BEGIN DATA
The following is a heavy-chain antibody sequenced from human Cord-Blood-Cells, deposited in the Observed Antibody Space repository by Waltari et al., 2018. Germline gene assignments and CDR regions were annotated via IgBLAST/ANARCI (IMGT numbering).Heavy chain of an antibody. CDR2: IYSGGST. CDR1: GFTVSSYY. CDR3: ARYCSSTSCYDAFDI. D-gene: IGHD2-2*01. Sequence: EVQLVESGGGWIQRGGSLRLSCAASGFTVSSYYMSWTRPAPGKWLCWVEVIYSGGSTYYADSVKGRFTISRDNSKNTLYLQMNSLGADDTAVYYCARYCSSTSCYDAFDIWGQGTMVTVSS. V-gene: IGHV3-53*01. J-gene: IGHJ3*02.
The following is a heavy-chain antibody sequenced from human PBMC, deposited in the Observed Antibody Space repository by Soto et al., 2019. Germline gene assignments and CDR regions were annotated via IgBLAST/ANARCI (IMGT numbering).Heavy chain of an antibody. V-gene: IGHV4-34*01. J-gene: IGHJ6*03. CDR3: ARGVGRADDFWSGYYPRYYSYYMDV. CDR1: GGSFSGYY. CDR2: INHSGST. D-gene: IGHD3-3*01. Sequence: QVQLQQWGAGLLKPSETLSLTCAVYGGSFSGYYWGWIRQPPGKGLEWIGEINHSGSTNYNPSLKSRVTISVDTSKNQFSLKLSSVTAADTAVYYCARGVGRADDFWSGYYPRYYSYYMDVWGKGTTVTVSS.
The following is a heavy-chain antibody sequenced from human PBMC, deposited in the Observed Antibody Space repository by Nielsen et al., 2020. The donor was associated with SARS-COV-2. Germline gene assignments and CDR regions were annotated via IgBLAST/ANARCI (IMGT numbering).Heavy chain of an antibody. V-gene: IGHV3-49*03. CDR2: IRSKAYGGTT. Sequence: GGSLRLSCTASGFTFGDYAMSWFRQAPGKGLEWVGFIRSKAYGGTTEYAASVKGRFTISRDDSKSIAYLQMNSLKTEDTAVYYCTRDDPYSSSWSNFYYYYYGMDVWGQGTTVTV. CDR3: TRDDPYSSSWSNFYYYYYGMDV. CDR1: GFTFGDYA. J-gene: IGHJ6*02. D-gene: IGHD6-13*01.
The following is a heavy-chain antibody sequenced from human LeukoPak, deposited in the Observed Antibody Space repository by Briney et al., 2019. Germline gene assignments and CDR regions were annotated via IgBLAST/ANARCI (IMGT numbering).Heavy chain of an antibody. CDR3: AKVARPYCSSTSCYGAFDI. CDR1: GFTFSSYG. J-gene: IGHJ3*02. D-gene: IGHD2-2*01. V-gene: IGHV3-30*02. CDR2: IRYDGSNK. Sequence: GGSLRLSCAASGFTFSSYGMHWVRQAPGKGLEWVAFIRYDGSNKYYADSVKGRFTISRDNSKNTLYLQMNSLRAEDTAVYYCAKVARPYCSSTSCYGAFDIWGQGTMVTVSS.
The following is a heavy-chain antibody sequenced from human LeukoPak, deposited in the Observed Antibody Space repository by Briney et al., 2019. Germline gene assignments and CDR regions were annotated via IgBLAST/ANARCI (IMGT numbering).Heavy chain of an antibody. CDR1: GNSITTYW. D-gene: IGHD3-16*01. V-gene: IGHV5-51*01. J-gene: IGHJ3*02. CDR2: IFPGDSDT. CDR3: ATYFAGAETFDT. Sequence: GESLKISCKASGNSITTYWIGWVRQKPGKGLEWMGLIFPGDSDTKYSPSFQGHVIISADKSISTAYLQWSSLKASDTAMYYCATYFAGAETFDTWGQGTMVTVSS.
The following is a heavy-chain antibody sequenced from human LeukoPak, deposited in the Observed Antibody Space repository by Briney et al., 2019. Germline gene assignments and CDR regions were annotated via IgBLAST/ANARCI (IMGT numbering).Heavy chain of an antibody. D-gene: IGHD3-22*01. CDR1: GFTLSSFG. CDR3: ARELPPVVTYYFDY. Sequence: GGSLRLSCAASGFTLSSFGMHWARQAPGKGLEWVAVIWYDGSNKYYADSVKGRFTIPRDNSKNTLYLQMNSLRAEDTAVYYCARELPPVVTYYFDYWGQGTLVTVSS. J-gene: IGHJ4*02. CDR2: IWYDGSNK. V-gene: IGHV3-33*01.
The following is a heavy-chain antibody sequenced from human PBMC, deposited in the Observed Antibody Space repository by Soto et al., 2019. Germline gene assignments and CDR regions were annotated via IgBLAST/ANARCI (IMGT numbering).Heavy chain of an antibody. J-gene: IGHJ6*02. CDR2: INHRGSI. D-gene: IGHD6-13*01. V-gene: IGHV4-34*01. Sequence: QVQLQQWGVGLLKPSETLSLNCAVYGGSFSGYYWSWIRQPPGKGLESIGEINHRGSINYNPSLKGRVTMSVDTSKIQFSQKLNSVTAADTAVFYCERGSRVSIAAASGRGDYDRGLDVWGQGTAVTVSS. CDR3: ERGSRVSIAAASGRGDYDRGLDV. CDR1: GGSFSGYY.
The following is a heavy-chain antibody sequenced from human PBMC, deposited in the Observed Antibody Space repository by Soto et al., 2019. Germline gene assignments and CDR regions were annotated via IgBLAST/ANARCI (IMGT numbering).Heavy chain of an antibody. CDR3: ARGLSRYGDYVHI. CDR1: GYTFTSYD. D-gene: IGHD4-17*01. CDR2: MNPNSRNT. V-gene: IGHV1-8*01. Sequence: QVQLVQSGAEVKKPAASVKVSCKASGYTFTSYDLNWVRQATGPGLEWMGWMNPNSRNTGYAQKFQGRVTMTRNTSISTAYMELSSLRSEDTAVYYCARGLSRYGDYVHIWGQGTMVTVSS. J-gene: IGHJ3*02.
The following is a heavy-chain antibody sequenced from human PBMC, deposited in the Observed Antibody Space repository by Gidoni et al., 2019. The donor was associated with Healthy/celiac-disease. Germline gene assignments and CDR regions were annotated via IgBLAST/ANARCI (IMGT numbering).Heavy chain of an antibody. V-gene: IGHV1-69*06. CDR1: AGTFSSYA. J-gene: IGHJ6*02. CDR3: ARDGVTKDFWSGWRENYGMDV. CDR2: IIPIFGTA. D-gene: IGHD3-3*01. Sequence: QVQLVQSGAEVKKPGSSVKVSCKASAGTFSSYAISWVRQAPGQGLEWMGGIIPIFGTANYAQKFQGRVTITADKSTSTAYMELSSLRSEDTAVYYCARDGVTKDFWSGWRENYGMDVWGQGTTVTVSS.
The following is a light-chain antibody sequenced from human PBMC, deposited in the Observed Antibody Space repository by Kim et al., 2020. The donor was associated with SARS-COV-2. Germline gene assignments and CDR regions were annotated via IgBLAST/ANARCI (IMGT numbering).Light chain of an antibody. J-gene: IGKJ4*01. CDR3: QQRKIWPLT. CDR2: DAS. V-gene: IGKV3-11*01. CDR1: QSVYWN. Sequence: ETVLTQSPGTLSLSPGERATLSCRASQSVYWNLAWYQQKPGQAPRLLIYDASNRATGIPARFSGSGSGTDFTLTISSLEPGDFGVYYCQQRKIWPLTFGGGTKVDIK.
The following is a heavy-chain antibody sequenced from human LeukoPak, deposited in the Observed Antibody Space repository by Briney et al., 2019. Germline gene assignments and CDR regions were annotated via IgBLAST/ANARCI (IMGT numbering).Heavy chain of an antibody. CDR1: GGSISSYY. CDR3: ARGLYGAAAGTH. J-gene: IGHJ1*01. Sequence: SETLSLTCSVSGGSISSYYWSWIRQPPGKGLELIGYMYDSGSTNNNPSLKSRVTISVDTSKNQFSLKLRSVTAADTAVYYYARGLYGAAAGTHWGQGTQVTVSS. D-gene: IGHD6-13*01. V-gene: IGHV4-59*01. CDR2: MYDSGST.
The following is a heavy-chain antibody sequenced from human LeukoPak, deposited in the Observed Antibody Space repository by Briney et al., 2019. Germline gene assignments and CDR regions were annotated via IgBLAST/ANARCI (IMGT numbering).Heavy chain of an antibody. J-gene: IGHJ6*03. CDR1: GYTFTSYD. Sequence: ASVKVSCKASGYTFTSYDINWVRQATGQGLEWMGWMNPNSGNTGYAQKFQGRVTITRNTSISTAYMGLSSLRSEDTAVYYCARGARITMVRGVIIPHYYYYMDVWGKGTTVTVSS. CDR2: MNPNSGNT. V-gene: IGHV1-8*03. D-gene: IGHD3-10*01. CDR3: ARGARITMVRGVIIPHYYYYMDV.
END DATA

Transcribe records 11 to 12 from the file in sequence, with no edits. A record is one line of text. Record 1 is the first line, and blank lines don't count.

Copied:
The following is a heavy-chain antibody sequenced from human LeukoPak, deposited in the Observed Antibody Space repository by Briney et al., 2019. Germline gene assignments and CDR regions were annotated via IgBLAST/ANARCI (IMGT numbering).Heavy chain of an antibody. CDR1: GGSISSYY. CDR3: ARGLYGAAAGTH. J-gene: IGHJ1*01. Sequence: SETLSLTCSVSGGSISSYYWSWIRQPPGKGLELIGYMYDSGSTNNNPSLKSRVTISVDTSKNQFSLKLRSVTAADTAVYYYARGLYGAAAGTHWGQGTQVTVSS. D-gene: IGHD6-13*01. V-gene: IGHV4-59*01. CDR2: MYDSGST.
The following is a heavy-chain antibody sequenced from human LeukoPak, deposited in the Observed Antibody Space repository by Briney et al., 2019. Germline gene assignments and CDR regions were annotated via IgBLAST/ANARCI (IMGT numbering).Heavy chain of an antibody. J-gene: IGHJ6*03. CDR1: GYTFTSYD. Sequence: ASVKVSCKASGYTFTSYDINWVRQATGQGLEWMGWMNPNSGNTGYAQKFQGRVTITRNTSISTAYMGLSSLRSEDTAVYYCARGARITMVRGVIIPHYYYYMDVWGKGTTVTVSS. CDR2: MNPNSGNT. V-gene: IGHV1-8*03. D-gene: IGHD3-10*01. CDR3: ARGARITMVRGVIIPHYYYYMDV.